Amid steep global bird declines, farmers create refuges

New research finds that certain farming practices are benefiting some types of birds, underscoring the influence agriculture can have on important species at a time when bird populations around the world are in decline. 

Farms that make use of smaller plots, varied crops, and tracts of forest, are helping boost bird populations in Costa Rica, scientists wrote in a paper published Monday in the Proceedings of the National Academy of Sciences. The findings add to previous evidence that diversified farming is an important conservation tool, said co-author and Stanford University researcher Nicholas Hendershot. 

“There is a really huge benefit for biodiversity from these diversified farming practices,” he said.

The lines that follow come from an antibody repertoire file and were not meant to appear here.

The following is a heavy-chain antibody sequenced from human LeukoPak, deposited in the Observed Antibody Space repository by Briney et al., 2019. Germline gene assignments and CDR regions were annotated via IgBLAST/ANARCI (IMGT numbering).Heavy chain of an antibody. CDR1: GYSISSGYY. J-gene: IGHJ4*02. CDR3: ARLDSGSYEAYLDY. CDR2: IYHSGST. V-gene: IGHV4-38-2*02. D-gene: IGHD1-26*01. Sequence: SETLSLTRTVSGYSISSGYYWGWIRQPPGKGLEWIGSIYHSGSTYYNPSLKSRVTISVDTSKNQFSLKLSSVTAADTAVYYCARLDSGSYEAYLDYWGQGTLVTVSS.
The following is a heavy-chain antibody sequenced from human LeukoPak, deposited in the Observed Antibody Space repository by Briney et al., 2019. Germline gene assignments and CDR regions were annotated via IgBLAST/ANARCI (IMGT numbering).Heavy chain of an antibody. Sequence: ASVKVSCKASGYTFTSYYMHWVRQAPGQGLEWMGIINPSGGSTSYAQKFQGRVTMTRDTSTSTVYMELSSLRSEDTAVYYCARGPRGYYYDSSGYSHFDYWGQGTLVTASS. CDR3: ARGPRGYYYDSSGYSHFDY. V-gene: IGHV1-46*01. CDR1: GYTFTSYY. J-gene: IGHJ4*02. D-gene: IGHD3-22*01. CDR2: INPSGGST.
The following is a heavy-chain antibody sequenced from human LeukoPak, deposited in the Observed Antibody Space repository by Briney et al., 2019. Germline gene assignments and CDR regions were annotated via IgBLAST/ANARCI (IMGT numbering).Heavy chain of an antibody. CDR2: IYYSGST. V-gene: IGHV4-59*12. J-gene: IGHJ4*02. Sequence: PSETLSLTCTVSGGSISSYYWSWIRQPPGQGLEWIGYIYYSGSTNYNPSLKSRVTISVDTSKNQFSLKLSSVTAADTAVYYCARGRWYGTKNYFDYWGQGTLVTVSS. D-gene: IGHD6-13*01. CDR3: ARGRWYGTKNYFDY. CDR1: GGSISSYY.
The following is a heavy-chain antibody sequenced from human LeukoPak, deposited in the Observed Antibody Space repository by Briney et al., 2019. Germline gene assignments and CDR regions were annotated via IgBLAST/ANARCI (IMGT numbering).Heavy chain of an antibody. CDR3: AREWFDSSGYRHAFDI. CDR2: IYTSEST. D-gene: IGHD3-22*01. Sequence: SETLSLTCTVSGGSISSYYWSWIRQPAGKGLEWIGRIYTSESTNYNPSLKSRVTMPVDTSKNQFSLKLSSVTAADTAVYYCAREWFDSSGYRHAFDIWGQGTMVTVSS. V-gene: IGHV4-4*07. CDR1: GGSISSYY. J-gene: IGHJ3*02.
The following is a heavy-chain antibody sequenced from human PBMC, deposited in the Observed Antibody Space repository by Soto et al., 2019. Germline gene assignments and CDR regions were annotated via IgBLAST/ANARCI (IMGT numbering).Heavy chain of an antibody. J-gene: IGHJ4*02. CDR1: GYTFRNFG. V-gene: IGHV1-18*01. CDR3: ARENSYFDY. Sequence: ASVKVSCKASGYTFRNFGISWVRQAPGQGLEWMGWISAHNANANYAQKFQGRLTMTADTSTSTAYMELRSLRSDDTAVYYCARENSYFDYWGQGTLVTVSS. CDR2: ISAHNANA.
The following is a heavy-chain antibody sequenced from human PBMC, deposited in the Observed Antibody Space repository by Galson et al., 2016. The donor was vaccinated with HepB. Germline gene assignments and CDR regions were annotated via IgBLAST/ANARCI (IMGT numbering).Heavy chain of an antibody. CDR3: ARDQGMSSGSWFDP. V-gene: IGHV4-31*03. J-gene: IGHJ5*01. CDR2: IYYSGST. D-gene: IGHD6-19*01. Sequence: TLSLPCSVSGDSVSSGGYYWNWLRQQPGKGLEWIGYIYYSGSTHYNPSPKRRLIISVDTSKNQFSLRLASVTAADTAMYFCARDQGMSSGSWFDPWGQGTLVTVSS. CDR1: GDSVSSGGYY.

Hendershot and his colleagues determined that over 18 years, bird species living on diversified Costa Rica farms were more likely than those in forests to have increasing, rather than decreasing populations. The varied crops and natural features on diversified farms provide a home for the birds and for insects and other animals that birds eat, said Hendershot.

On intensified farms, which generally plant only one crop and make use of high amounts of pesticides, the only species of birds thriving long-term were those that were adapted to highly-degraded landscapes, indicating the importance of diversified farms to provide habitat for other bird species, he said.